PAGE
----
- I. Bernard Cohen, The Triumph of Numbers: How Counting Shaped Modern Life (2005)
- It will be shown in this paper that, according to the molecular-kinetic theory of heat, bodies of microscopically visible size suspended in liquids must, as a result of thermal molecular motions, perform motions of such magnitude that these motions can easily be detected by a microscope. It is possible that the motions to be discussed here are identical with the so-called "Brownian molecular motion"; however, the data available to me on the latter are so imprecise that I could not form a definite opinion on this matter.
If it is really possible to observe the motion to be discussed here, along with the laws it is expected to obey, then classical thermodynamics can no longer be viewed as strictly valid even for microscopically distinguishable spaces, and an exact determination of the real size of atoms becomes possible. Conversely, if the prediction of this motion were to be proved wrong, this fact would provide a weighty argument against the molecular-kinetic conception of heat.
- In 1909 Perrin suspended particles of gamboge in a liquid of slightly lower density, and found that the heavy particles did not sink to the bottom of the lighter liquid; they were prevented from doing so by their own Brownian movements. If the liquid had been infinitely fine-grained, with molecules of infinitesimal size and weight, every solid particle would have had as many impacts from above as below; these impacts, coming in a continuous stream, would have just cancelled one another out, so that each particle would have been free to fall to the bottom under its own weight. But when they were bombarded by molecules of finite size and weight, the solid particles were hit, now in one direction and now in another, and so could not lie inertly on the bottom of the vessel. From the extent to which they failed to do this, Perrin was able to form an estimate of the weights of the molecules of the liquid... and this agreed so well with other estimates that there could be but little doubt felt as to the truth either of the kinetic theory of liquids, or of the associated explanation of the Brownian movements.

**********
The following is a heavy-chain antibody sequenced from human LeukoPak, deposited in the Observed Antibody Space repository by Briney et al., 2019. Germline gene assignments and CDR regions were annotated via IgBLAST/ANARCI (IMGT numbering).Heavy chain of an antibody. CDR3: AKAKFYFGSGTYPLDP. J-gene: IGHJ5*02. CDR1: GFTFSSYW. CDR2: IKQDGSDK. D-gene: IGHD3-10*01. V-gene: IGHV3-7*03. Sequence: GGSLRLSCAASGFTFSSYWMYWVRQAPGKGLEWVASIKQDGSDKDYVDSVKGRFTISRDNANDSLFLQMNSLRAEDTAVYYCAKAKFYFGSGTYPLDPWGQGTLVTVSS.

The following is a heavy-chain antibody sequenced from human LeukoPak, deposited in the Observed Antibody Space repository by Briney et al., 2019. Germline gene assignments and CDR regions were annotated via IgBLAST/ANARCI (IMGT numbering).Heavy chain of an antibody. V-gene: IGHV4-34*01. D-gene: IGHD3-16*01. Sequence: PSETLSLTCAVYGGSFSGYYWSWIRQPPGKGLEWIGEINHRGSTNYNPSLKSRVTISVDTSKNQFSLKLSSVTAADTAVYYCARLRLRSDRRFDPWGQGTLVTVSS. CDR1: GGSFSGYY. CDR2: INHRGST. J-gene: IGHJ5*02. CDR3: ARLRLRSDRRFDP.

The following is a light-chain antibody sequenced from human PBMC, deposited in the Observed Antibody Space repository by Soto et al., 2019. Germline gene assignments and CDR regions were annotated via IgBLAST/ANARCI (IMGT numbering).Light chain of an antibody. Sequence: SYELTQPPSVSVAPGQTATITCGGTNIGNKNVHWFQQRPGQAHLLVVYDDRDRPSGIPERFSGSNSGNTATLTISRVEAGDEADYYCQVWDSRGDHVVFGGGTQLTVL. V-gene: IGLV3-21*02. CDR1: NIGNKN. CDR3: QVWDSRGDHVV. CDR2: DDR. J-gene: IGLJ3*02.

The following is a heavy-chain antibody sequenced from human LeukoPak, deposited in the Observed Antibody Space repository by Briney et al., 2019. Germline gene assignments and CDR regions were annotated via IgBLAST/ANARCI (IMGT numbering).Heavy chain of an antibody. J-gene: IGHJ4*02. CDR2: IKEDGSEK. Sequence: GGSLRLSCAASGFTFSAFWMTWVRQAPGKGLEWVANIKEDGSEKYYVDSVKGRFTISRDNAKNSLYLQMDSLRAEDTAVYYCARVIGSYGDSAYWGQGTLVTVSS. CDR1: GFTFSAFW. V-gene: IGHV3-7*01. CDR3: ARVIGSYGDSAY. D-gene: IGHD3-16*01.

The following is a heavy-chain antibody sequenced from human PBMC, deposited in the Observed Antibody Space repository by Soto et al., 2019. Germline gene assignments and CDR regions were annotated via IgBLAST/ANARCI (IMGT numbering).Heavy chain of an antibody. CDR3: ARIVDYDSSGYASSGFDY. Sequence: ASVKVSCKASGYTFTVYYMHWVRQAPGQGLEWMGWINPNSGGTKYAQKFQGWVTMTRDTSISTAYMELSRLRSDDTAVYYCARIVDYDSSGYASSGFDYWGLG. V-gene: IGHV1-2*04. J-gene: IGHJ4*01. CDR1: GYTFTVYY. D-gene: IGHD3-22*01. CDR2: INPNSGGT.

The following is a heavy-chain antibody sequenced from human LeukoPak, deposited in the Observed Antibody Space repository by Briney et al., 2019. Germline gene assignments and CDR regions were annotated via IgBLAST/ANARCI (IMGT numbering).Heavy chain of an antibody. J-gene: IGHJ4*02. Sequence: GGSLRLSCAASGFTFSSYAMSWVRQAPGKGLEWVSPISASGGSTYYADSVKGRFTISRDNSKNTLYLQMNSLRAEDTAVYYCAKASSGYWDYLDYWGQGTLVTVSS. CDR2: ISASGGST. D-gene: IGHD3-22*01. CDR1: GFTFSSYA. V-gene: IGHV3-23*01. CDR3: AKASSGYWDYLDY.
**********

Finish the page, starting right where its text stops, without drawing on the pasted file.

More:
- James Jeans, An Introduction to the Kinetic Theory of Gases (1940) Introduction, p. 8.
- Now, although the plans of the edifice of the electromagnetic theory of light were laid in 1880 by H. A. Lorentz, and even indicated much earlier by W. Weber, a full 10 years were required before the discoveries of Heinrich Hertz gave the impetus to collect the building stones and work them into shape. In the years 1890-93 a number of works appeared by F. Richarz, H. Ebert and G. Johnstone Stoney, mostly dealing with the mechanism of the emission of luminous vapours, and in which attempts are made, on the basis of the kinetic theory of gases, to determine the magnitude of the elementary electrical quantity, called by Stoney by the now universally accepted name of electron. ...H. Ebert proved that the amplitude of an electron in luminous sodium vapour need only be a small fraction of a molecular diameter in order to excite a radiation of the absolute intensity determined by E. Wiedemann. The way of determining the amount of electricity contained in the electron is very simple. The quantity of electricity required for the electrolytic evolution of 1 cubic cm. of any monatomic gas is divided by Loschmidt's number—i.e., the number of gas molecules contained in 1 cubic cm.